Take a new car purchase as an example. Unless you’re a car enthusiast, how long will you sustain the pleasure from driving a car for which you had to stretch financially? How much happiness will you miss out on if you’re forced to tighten your belt because you’re paying off a car that is beyond your means?
I’m a fan of “small luxuries.” If you drive a reasonable car for your salary and have an easy-to-afford mortgage, you can take some nicer trips, have some nicer dinners, and still be well-ahead of the game. The conclusion of a recent study found the number one criteria for a happy life was the quality of relationships. Aligning your spending for this fact can be a game changer in your life. Traveling across the country to see an old college friend or visiting grandchildren on a frequent basis can provide happiness through relationships and experiences—experiences you may miss out on if you are financially strapped because of pleasure-focused spending.
Some important questions to ask when you are about to make a purchase:
- Is this spending making me happy (not just pleased)?
- Am I setting the right priorities for my spending?
- Am I forgoing my financial freedom for “stuff?”
Answering these questions will keep you focused on the long-term goal of financial independence.
Steps Towards Saving for Independence
The first step towards healthy spending and investing for independence is realizing that every day you put off saving for financial freedom makes your goals a little tougher to reach. When you take that first step, you’re ready to take a few more.
You may have heard of common ways to save, such as paying yourself first or making sure you get your 401k matching. Here are three less commonly discussed things you can do to increase your savings.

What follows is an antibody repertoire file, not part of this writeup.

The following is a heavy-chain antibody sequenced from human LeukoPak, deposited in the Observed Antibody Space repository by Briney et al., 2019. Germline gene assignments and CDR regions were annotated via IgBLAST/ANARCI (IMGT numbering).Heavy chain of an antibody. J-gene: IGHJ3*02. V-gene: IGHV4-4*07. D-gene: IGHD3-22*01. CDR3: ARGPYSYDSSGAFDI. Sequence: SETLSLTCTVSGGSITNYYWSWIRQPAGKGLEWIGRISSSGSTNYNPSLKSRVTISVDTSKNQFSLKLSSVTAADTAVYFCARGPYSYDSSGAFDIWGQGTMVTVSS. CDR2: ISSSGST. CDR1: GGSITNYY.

- Get a credit card with 2% cash back (and not miles or store points). The big caveat here is to only get a card if you can be disciplined about paying it off every month. If you spend 50% of your take-home pay on a 2% cash back credit card and then invest the 2% over a 40-year career, you’ll have almost 200% of your starting take home pay saved, and that’s assuming you never get a raise. Conversely, airline miles and Nordstrom points are really just an avenue to spend rather than save. When you spend on “stuff” you should feel it without any additional upside, such as a lowered price because of card benefits. This will encourage you to make smarter decisions.
- Be conservative on your big expenses. Spending an extra $20,000 on a car or home that you’ll need to finance can cost you hundreds of thousands of dollars in the long run. In absolute dollars, the last dollar of your mortgage that you pay back in 30 years costs you roughly 100% of your starting dollar to finance.
- What gets measured gets managed. It’s been my experience that as I scrutinize my personal expenses, they tend to naturally come down, almost subconsciously. You begin to realize how silly some expenses were for things you don’t value at all just few weeks later. The easiest way to do this is to load your credit card and bank account expenses into an aggregator. Most banks or investment houses offer an aggregator for free, and if not, you can use something like Mint.com to do this for you. It takes a little time to link all your accounts, but once you do, you’ll have much better clarity into your financial life.
Start saving early. People are amazed to hear that putting the same dollar amount away for 11 years starting at age 20 yields more money than if you started saving the same amount at 31 and saved for 35 years. That is the power of compounding! Unfortunately, not all of us have this luxury, and many of us did not start saving in our youth. This is a life lesson to teach your kids. For younger children, have a “save for later” jar where a portion of their allowance goes to save for a goal (e.g., a bigger toy) in the future. For older working children, and if you can afford to do so, make a deal with them that for every dollar they put in their IRA, you’ll match it. Forgoing the wonderful gift of IRA’s early in life is truly a financial tragedy.
But no matter where you are in preparing for financial independence, it’s never too late. Be disciplined and thoughtful. Good spending habits and a focus on regularly saving is the most critical thing you can do for yourself and your family. Either spend time on it, or find a good advisor who can help you.
- Charlie Mungar, “American businessman, lawyer, investor, and philanthropist” – Quit Your Day Job 101
- Warren Buffett, “American Business Magnate, Investor and Philanthropist”
- Forbes, The Secret to Happiness? Spend Money on Experiences, Not Things
- Robert Waldinger, “Psychiatrist, psychoanalyst and Zen priest”- What Makes a Good Life?